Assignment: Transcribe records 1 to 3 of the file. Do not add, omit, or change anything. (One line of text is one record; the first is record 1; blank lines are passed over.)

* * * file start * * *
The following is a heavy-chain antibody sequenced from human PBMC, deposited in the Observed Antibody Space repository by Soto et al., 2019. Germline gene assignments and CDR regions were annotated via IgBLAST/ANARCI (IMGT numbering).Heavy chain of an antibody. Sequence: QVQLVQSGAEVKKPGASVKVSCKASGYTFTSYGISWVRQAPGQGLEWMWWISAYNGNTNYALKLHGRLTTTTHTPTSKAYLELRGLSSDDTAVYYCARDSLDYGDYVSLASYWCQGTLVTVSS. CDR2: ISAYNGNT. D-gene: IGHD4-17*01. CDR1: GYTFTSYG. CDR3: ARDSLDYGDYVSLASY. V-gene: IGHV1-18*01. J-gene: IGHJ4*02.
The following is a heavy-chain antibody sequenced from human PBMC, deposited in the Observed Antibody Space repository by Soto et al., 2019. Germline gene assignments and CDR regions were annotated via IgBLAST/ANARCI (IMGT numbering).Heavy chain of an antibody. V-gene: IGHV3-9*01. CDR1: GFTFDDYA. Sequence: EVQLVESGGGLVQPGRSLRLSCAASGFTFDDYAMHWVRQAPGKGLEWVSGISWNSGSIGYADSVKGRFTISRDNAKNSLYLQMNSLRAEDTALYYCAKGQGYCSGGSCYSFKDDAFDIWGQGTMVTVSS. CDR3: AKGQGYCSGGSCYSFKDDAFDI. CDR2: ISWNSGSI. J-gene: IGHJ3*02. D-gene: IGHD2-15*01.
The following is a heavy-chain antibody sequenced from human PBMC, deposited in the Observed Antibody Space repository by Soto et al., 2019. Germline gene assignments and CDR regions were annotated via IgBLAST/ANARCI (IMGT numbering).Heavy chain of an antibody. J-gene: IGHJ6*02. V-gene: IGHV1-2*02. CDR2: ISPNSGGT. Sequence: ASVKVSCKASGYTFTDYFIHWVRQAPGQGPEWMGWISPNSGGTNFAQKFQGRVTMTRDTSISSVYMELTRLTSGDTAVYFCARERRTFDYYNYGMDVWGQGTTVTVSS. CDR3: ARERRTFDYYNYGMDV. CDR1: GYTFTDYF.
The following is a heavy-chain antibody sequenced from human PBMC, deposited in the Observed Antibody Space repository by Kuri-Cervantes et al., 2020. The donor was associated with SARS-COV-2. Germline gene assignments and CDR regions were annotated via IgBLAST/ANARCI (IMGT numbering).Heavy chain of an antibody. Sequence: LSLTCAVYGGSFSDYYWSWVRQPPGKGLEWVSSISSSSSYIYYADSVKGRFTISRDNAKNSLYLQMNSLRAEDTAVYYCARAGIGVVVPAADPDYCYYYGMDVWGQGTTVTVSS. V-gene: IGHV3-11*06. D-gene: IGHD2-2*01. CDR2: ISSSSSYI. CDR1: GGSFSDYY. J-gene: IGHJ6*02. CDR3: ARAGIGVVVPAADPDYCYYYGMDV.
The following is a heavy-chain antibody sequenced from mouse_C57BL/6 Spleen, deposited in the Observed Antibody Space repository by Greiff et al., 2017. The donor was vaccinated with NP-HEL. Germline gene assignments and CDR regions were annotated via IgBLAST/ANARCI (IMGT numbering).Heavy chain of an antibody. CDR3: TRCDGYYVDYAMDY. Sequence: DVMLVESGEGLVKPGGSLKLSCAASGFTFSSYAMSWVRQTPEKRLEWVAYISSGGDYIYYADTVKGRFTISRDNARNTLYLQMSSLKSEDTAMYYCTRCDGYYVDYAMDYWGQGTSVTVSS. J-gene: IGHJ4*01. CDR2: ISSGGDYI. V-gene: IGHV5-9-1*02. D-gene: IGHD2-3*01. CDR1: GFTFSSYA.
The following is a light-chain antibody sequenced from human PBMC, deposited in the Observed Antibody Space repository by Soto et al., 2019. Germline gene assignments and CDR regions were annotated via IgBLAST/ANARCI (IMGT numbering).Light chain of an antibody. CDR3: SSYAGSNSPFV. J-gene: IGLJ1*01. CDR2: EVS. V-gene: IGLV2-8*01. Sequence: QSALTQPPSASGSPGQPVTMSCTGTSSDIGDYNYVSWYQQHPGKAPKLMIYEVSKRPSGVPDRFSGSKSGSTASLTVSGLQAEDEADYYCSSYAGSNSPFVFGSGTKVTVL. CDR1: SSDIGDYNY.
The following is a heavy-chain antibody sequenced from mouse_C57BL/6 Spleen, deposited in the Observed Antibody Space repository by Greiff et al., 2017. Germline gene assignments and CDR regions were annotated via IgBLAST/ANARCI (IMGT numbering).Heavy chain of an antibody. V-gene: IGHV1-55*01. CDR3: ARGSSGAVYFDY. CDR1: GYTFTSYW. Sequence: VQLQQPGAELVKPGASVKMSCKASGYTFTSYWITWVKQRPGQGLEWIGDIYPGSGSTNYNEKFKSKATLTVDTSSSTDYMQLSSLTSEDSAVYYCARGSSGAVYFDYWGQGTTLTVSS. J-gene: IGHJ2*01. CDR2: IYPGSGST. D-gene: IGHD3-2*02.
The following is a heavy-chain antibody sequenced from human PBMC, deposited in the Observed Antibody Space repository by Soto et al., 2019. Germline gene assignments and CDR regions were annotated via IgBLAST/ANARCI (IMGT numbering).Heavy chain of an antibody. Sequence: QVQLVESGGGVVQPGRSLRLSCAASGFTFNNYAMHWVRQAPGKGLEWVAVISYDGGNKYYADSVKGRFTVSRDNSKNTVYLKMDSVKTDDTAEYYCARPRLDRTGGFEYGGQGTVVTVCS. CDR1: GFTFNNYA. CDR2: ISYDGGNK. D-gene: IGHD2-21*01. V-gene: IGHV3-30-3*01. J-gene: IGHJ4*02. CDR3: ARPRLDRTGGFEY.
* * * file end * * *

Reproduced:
The following is a heavy-chain antibody sequenced from human PBMC, deposited in the Observed Antibody Space repository by Soto et al., 2019. Germline gene assignments and CDR regions were annotated via IgBLAST/ANARCI (IMGT numbering).Heavy chain of an antibody. Sequence: QVQLVQSGAEVKKPGASVKVSCKASGYTFTSYGISWVRQAPGQGLEWMWWISAYNGNTNYALKLHGRLTTTTHTPTSKAYLELRGLSSDDTAVYYCARDSLDYGDYVSLASYWCQGTLVTVSS. CDR2: ISAYNGNT. D-gene: IGHD4-17*01. CDR1: GYTFTSYG. CDR3: ARDSLDYGDYVSLASY. V-gene: IGHV1-18*01. J-gene: IGHJ4*02.
The following is a heavy-chain antibody sequenced from human PBMC, deposited in the Observed Antibody Space repository by Soto et al., 2019. Germline gene assignments and CDR regions were annotated via IgBLAST/ANARCI (IMGT numbering).Heavy chain of an antibody. V-gene: IGHV3-9*01. CDR1: GFTFDDYA. Sequence: EVQLVESGGGLVQPGRSLRLSCAASGFTFDDYAMHWVRQAPGKGLEWVSGISWNSGSIGYADSVKGRFTISRDNAKNSLYLQMNSLRAEDTALYYCAKGQGYCSGGSCYSFKDDAFDIWGQGTMVTVSS. CDR3: AKGQGYCSGGSCYSFKDDAFDI. CDR2: ISWNSGSI. J-gene: IGHJ3*02. D-gene: IGHD2-15*01.
The following is a heavy-chain antibody sequenced from human PBMC, deposited in the Observed Antibody Space repository by Soto et al., 2019. Germline gene assignments and CDR regions were annotated via IgBLAST/ANARCI (IMGT numbering).Heavy chain of an antibody. J-gene: IGHJ6*02. V-gene: IGHV1-2*02. CDR2: ISPNSGGT. Sequence: ASVKVSCKASGYTFTDYFIHWVRQAPGQGPEWMGWISPNSGGTNFAQKFQGRVTMTRDTSISSVYMELTRLTSGDTAVYFCARERRTFDYYNYGMDVWGQGTTVTVSS. CDR3: ARERRTFDYYNYGMDV. CDR1: GYTFTDYF.